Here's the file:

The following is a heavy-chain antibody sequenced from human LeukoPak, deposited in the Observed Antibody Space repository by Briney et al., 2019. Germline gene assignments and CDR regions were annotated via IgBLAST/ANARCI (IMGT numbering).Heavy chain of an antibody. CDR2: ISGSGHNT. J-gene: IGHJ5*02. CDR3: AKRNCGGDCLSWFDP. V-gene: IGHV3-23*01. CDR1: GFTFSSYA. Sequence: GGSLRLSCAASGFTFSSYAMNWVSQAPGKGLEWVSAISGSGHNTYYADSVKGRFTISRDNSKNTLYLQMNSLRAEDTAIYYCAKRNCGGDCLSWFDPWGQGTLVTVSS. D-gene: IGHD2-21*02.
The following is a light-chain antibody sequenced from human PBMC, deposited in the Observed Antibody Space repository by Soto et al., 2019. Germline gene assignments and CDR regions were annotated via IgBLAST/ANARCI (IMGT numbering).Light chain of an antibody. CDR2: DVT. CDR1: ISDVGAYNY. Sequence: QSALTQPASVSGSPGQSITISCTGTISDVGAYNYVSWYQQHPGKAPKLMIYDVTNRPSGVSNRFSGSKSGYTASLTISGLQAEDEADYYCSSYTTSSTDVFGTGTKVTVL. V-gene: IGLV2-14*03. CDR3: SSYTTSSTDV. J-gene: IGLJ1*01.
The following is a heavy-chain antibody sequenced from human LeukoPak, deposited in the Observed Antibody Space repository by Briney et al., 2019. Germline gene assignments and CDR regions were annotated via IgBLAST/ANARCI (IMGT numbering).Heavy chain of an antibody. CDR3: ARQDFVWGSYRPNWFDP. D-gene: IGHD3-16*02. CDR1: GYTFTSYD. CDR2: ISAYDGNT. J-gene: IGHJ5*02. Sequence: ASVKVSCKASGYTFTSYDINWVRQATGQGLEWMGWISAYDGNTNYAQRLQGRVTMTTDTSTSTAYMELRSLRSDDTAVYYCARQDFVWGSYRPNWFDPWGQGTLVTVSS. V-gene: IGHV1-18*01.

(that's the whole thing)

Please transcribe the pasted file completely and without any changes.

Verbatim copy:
The following is a heavy-chain antibody sequenced from human LeukoPak, deposited in the Observed Antibody Space repository by Briney et al., 2019. Germline gene assignments and CDR regions were annotated via IgBLAST/ANARCI (IMGT numbering).Heavy chain of an antibody. CDR2: ISGSGHNT. J-gene: IGHJ5*02. CDR3: AKRNCGGDCLSWFDP. V-gene: IGHV3-23*01. CDR1: GFTFSSYA. Sequence: GGSLRLSCAASGFTFSSYAMNWVSQAPGKGLEWVSAISGSGHNTYYADSVKGRFTISRDNSKNTLYLQMNSLRAEDTAIYYCAKRNCGGDCLSWFDPWGQGTLVTVSS. D-gene: IGHD2-21*02.
The following is a light-chain antibody sequenced from human PBMC, deposited in the Observed Antibody Space repository by Soto et al., 2019. Germline gene assignments and CDR regions were annotated via IgBLAST/ANARCI (IMGT numbering).Light chain of an antibody. CDR2: DVT. CDR1: ISDVGAYNY. Sequence: QSALTQPASVSGSPGQSITISCTGTISDVGAYNYVSWYQQHPGKAPKLMIYDVTNRPSGVSNRFSGSKSGYTASLTISGLQAEDEADYYCSSYTTSSTDVFGTGTKVTVL. V-gene: IGLV2-14*03. CDR3: SSYTTSSTDV. J-gene: IGLJ1*01.
The following is a heavy-chain antibody sequenced from human LeukoPak, deposited in the Observed Antibody Space repository by Briney et al., 2019. Germline gene assignments and CDR regions were annotated via IgBLAST/ANARCI (IMGT numbering).Heavy chain of an antibody. CDR3: ARQDFVWGSYRPNWFDP. D-gene: IGHD3-16*02. CDR1: GYTFTSYD. CDR2: ISAYDGNT. J-gene: IGHJ5*02. Sequence: ASVKVSCKASGYTFTSYDINWVRQATGQGLEWMGWISAYDGNTNYAQRLQGRVTMTTDTSTSTAYMELRSLRSDDTAVYYCARQDFVWGSYRPNWFDPWGQGTLVTVSS. V-gene: IGHV1-18*01.